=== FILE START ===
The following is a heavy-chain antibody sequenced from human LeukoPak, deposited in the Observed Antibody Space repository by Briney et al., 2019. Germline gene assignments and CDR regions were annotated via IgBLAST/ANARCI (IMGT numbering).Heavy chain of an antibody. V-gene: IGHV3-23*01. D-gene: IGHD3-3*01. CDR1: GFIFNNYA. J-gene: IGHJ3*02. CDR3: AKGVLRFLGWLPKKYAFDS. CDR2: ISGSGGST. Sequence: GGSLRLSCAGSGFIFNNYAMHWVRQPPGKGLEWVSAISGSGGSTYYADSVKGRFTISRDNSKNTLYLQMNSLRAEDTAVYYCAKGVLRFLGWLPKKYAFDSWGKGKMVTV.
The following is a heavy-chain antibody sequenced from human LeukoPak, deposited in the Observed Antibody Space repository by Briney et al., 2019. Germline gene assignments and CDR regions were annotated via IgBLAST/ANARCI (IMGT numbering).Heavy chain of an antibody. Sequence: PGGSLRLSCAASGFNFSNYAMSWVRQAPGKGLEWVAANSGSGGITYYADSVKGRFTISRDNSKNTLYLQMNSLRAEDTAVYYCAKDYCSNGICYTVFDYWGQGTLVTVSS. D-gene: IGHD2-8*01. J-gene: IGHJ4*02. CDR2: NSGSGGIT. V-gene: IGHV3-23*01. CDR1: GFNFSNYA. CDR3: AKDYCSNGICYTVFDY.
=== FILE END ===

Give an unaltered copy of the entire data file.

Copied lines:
The following is a heavy-chain antibody sequenced from human LeukoPak, deposited in the Observed Antibody Space repository by Briney et al., 2019. Germline gene assignments and CDR regions were annotated via IgBLAST/ANARCI (IMGT numbering).Heavy chain of an antibody. V-gene: IGHV3-23*01. D-gene: IGHD3-3*01. CDR1: GFIFNNYA. J-gene: IGHJ3*02. CDR3: AKGVLRFLGWLPKKYAFDS. CDR2: ISGSGGST. Sequence: GGSLRLSCAGSGFIFNNYAMHWVRQPPGKGLEWVSAISGSGGSTYYADSVKGRFTISRDNSKNTLYLQMNSLRAEDTAVYYCAKGVLRFLGWLPKKYAFDSWGKGKMVTV.
The following is a heavy-chain antibody sequenced from human LeukoPak, deposited in the Observed Antibody Space repository by Briney et al., 2019. Germline gene assignments and CDR regions were annotated via IgBLAST/ANARCI (IMGT numbering).Heavy chain of an antibody. Sequence: PGGSLRLSCAASGFNFSNYAMSWVRQAPGKGLEWVAANSGSGGITYYADSVKGRFTISRDNSKNTLYLQMNSLRAEDTAVYYCAKDYCSNGICYTVFDYWGQGTLVTVSS. D-gene: IGHD2-8*01. J-gene: IGHJ4*02. CDR2: NSGSGGIT. V-gene: IGHV3-23*01. CDR1: GFNFSNYA. CDR3: AKDYCSNGICYTVFDY.